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Posted by on in Culture Blogs
The Once & Future People

Žemė, “Earth.” Pendant: amber (with vegetal inclusions), 2¾' x 1¾'. George Romulis, 2012

George Romulis, at 93, has been working amber for more than 70 years. He is an emeritus member of the Riga Amber-Workers Guild and one of the living treasures of Latvia.

This stunning pendant, titled Žemė, “Earth”, fits neatly into the palm of the hand, but its clean lines and boldness of form give it a striking monumentality; it feels larger than it actually is. It is also profoundly female. We all know these lines; we've seen them many times before: in the bodies of the women around us, as in what our coven kid Robin used to call the “clay ladies” of ancient Europe and the Middle East, here elegantly stylized but readily recognizable nonetheless.

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Posted by on in Culture Blogs
Dear Christians, can you see me?

I was married five years ago. Now I am not. My divorce was awful (surprise). My ex-husband was abusive. I had a bad experience in bible college. I was hurt by the church.

When I talk to Christians, I inevitably face a myriad of questions about these experiences, followed by condolences and apologies and reflections of how sad and hard it must have all been. It was sad and hard. And in the years that followed I have healed, I have learned, I have grown, I have fallen in love, with wonderful people, with my life, with my community, with Spirit, and with myself. I am happier now than ever before. My life is not a collection of knee-jerk reactions to pain.

So I had an awful divorce (ever heard of a pleasant one?) but that is not the reason I am polyamorous. After my divorce I spent a year of self-imposed celibacy. I worked through painful memories, learning forgiveness. I released much anger, sadness, disappointment, and fear. After a while I felt excited at the prospect of once again meeting a man to whom I would make a life-long commitment of marriage. But instead I met someone with whom I chose to explore polyamory. It was with much trepidation that I stepped outside of the familiar framework of monogamy. To my surprise I felt an instant resonance with polyamory. It was like a missing piece of my life snapped into its proper place. Last week I celebrated my 2 year anniversary with one partner and am looking forward to celebrating 3 year with another one soon. Yet in the eyes of my Christian friends, these relationships are reduced to a pathological response to a divorce that happened half a decade ago.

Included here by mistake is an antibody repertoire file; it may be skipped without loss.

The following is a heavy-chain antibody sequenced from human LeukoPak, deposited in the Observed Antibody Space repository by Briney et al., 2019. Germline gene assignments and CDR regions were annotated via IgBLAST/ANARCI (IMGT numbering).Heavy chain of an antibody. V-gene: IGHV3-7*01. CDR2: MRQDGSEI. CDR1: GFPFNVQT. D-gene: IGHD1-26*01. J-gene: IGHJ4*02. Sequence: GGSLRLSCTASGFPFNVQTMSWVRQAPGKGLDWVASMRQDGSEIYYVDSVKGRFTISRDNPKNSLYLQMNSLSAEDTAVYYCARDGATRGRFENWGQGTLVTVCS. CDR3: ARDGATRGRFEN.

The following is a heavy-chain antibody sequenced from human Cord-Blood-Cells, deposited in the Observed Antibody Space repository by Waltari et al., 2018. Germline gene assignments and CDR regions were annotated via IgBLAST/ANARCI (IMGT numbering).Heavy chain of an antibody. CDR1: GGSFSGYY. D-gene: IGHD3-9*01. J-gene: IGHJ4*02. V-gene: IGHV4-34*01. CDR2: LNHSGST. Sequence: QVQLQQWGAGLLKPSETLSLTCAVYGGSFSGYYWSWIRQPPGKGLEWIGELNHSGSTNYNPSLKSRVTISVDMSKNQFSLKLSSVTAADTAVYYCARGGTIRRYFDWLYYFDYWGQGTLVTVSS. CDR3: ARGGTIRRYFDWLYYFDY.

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  • Jeanine Byers
    Jeanine Byers says #
    I was drawing down the moon before I knew what that was, too!! And I am SO glad I have found your blog. Everything you've said in
  • Camille
    Camille says #
    I joined this site just so I could follow your excellent and thought-provoking blog. I want to read more!
  • Lizann Bassham
    Lizann Bassham says #
    Thank you for sharing your story Annika. I was lucky in that the Christian denomination I became part of in middle school is very

Joseph Bloch has invited us to participate in a July Blogfest by writing about cultural appropriation.

I'm a Jungian and an eclectic Neopagan, which means that I am doubly vulnerable to charges of cultural appropriation.  Jungianism and eclectic Neopaganism are criticized for their borrowing of symbols from other cultures for a variety of reasons.  First, the removal of religious symbols and practices from their cultural context may be seen as trivializing.  Second, the adoption of the traditions and practices of another culture may be seen as a form of cultural theft, and another form of Western colonialism.  In many cases, these charges are well-founded, but I don't think it is fair or accurate to condemn eclecticism automatically as either trivializing or as cultural theft.

The trivialization of religious symbols

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  • Jamie
    Jamie says #
    I may not share your theological views, but as a Platonist I'm impressed with your rigorous logic and willingness to share your be
  • John Halstead
    John Halstead says #
    Wow! Hadn't heard about the Lesbos lawsuit! Those are exactly the right questions: where do we draw the line? and who gets to de

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